We place these people on the altar, same as a check. We give them up to God. We give up our control in their lives, and trust them to their own fates, with God's help.

But there is always that time between when we've made a decision and when we actually do it. That can be the most agonizing stuff to process. When "go through with the decision" time actually comes, we can buck up to it in ways we can't fathom--no doubt--but in that little lag time between "decision" and "action" we can make ourselves bonkers.

We will take on pain at times, NOT to make that decision, just as Hannah might well endured the pain of nursing a child who had a few teeth erupting.

Sometimes it is the weaning itself that is painful, whether we are the one doing the weaning or the one being weaned.

All of us, at one time or another, knew something was coming to an end. The other person in our lives was ready to move to the next place--a growing place--in their lives, and we knew the thing to do was let them go. All of us, at one time or another, have experienced the foreboding of change in the air, and sensed that loss of some sort would be part of that change even if the overall experience would result in growth--a job change, a change in our finances, or new possibilities of some sort. It was time--these people or things or situations were feeding on us to the point our health would be damaged.

Conversely, when we are the one being weaned, we might long for the familiarity of "the way things used to be," but we know we are growing--we can feel it--and the familiar old places are not nutritious enough to let us grow into what we are meant to be.

In the that waiting period between "decision" and "action," we feel love and longing, grief and growth, all at the same time. We feel impatience that time doesn't move fast enough to bring us to the new place, and agony that some good things have run their course, their time is over.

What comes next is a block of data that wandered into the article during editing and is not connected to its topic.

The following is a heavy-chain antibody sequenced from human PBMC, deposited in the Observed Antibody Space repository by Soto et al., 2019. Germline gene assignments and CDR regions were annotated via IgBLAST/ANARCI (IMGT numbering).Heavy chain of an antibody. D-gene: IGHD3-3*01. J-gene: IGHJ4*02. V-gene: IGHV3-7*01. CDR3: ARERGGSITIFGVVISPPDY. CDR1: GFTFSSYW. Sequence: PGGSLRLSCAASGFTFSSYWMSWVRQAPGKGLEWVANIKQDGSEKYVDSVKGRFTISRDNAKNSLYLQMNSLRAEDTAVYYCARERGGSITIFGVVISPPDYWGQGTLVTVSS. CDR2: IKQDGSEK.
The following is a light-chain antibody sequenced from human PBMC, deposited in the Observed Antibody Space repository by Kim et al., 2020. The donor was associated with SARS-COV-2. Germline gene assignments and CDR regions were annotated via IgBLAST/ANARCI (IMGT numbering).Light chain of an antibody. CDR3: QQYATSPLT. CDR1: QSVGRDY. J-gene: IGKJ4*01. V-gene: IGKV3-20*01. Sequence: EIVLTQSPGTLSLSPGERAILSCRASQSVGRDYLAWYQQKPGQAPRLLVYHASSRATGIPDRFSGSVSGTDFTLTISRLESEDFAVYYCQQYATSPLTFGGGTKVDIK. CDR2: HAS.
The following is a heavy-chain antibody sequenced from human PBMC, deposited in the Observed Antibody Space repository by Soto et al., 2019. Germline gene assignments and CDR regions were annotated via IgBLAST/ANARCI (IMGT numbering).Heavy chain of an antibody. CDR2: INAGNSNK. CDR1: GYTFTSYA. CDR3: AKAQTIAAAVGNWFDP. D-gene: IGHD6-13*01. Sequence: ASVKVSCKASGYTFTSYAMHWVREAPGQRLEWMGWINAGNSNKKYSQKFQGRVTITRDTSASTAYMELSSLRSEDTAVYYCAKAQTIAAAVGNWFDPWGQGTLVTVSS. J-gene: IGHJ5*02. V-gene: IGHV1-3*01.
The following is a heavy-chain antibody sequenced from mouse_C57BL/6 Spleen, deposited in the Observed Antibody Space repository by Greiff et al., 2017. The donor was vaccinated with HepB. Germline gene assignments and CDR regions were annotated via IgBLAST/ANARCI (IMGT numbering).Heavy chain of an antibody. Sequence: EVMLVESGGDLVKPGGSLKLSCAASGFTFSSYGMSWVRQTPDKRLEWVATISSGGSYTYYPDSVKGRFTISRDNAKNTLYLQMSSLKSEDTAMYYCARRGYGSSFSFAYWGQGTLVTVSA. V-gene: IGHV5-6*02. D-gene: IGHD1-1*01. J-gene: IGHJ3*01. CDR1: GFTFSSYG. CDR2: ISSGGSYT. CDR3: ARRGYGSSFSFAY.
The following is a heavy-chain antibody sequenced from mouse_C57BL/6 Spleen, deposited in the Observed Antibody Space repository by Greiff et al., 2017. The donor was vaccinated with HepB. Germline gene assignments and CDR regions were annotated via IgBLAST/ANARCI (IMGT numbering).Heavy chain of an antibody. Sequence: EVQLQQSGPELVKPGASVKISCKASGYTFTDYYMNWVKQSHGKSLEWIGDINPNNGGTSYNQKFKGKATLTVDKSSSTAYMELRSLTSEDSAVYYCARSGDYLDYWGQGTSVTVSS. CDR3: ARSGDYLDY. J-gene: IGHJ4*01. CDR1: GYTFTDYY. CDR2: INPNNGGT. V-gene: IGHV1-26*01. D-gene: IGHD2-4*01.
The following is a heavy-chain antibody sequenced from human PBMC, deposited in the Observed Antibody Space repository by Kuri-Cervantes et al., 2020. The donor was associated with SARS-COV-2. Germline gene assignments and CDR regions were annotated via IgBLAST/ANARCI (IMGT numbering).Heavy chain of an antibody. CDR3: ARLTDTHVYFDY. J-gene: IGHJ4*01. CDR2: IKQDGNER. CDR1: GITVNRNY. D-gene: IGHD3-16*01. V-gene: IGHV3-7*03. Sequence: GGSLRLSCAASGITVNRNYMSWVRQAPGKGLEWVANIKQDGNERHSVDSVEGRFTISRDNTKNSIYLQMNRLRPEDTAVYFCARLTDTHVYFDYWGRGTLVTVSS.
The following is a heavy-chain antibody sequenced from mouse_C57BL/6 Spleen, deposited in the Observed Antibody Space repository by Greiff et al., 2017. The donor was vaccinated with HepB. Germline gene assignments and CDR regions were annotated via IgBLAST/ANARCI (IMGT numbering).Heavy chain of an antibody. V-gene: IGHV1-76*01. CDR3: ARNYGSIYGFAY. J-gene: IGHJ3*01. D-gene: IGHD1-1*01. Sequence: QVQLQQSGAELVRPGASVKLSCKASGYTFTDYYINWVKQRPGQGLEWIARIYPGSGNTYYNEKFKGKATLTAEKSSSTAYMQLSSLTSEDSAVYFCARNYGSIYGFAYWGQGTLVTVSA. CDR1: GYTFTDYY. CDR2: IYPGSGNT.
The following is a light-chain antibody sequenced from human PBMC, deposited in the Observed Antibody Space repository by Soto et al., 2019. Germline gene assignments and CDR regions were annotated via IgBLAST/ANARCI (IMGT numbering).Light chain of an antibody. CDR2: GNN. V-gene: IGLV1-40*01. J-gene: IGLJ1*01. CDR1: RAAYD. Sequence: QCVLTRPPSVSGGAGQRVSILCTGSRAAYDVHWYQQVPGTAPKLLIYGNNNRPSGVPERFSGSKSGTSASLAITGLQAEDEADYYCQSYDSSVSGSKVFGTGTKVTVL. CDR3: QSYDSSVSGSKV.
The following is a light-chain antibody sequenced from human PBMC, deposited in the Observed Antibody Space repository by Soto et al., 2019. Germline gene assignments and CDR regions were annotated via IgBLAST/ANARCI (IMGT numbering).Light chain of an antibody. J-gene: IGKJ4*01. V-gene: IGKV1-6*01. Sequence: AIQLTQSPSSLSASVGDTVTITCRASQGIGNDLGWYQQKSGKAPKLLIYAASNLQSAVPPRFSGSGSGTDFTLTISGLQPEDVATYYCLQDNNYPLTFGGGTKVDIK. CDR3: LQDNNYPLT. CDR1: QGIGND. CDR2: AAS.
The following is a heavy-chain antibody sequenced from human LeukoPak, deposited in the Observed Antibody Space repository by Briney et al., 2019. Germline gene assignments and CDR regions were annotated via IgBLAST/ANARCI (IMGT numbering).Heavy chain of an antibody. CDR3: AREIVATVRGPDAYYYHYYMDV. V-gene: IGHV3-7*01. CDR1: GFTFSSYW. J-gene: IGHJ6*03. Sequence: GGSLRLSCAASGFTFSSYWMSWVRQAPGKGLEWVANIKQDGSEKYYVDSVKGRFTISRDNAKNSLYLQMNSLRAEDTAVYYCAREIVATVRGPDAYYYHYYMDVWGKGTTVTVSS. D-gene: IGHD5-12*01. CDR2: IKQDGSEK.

This waiting place is a very holy space--if we can accept the gamut of feelings that make it holy.


I serve in Vermont and our small rural towns sound similar to your own experience. Thanks for caring about the "donut holes" in rural areas. God will use people like you to help fill those holes. You might want to consider the book, Developing Leadership Teams in the Bivocational Church. It is published by CrossBooks, but you can find it cheaper at God bless, and keep up the great work.

Thanks Terry. Your comment ended up over on the previous post, (quirk of the layout can be confusing on some browsers) but I will take the sentiment no matter how you post it! I'll take a look at the book you recommend. I pray every day for people "out there" who feel called to this somewhat hidden mission, as well as discernment for what my place is within it.



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I'm a longtime area resident of that quirky and wonderful place called Kirksville, MO and am wondering what God has hiding round the next corner in my life.